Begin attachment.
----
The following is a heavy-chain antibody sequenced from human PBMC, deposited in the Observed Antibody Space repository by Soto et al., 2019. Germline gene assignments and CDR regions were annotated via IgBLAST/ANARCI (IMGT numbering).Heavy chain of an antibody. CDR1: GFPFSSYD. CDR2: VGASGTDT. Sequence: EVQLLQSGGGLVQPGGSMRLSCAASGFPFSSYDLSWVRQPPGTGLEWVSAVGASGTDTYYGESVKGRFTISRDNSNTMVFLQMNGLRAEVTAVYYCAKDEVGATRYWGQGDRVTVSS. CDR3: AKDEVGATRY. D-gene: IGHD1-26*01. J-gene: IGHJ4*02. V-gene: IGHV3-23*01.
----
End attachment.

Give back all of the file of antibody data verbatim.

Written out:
The following is a heavy-chain antibody sequenced from human PBMC, deposited in the Observed Antibody Space repository by Soto et al., 2019. Germline gene assignments and CDR regions were annotated via IgBLAST/ANARCI (IMGT numbering).Heavy chain of an antibody. CDR1: GFPFSSYD. CDR2: VGASGTDT. Sequence: EVQLLQSGGGLVQPGGSMRLSCAASGFPFSSYDLSWVRQPPGTGLEWVSAVGASGTDTYYGESVKGRFTISRDNSNTMVFLQMNGLRAEVTAVYYCAKDEVGATRYWGQGDRVTVSS. CDR3: AKDEVGATRY. D-gene: IGHD1-26*01. J-gene: IGHJ4*02. V-gene: IGHV3-23*01.